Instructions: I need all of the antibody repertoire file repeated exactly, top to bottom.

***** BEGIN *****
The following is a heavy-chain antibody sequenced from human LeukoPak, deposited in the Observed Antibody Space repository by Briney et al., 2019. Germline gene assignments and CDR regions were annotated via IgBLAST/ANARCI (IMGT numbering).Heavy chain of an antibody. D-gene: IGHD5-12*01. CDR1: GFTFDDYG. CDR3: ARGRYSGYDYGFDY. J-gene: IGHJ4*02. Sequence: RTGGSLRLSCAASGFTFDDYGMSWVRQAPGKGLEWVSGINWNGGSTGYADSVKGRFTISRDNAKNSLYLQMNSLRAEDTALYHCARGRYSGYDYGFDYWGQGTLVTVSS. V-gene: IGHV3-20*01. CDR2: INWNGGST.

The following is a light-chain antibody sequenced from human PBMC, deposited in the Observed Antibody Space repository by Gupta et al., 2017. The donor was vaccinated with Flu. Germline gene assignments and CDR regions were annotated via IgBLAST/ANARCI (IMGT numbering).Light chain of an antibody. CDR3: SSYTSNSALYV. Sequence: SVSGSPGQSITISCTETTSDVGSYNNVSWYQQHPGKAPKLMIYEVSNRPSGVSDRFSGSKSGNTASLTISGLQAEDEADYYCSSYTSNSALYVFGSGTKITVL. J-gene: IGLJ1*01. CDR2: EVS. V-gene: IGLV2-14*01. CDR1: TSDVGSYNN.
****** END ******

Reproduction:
The following is a heavy-chain antibody sequenced from human LeukoPak, deposited in the Observed Antibody Space repository by Briney et al., 2019. Germline gene assignments and CDR regions were annotated via IgBLAST/ANARCI (IMGT numbering).Heavy chain of an antibody. D-gene: IGHD5-12*01. CDR1: GFTFDDYG. CDR3: ARGRYSGYDYGFDY. J-gene: IGHJ4*02. Sequence: RTGGSLRLSCAASGFTFDDYGMSWVRQAPGKGLEWVSGINWNGGSTGYADSVKGRFTISRDNAKNSLYLQMNSLRAEDTALYHCARGRYSGYDYGFDYWGQGTLVTVSS. V-gene: IGHV3-20*01. CDR2: INWNGGST.

The following is a light-chain antibody sequenced from human PBMC, deposited in the Observed Antibody Space repository by Gupta et al., 2017. The donor was vaccinated with Flu. Germline gene assignments and CDR regions were annotated via IgBLAST/ANARCI (IMGT numbering).Light chain of an antibody. CDR3: SSYTSNSALYV. Sequence: SVSGSPGQSITISCTETTSDVGSYNNVSWYQQHPGKAPKLMIYEVSNRPSGVSDRFSGSKSGNTASLTISGLQAEDEADYYCSSYTSNSALYVFGSGTKITVL. J-gene: IGLJ1*01. CDR2: EVS. V-gene: IGLV2-14*01. CDR1: TSDVGSYNN.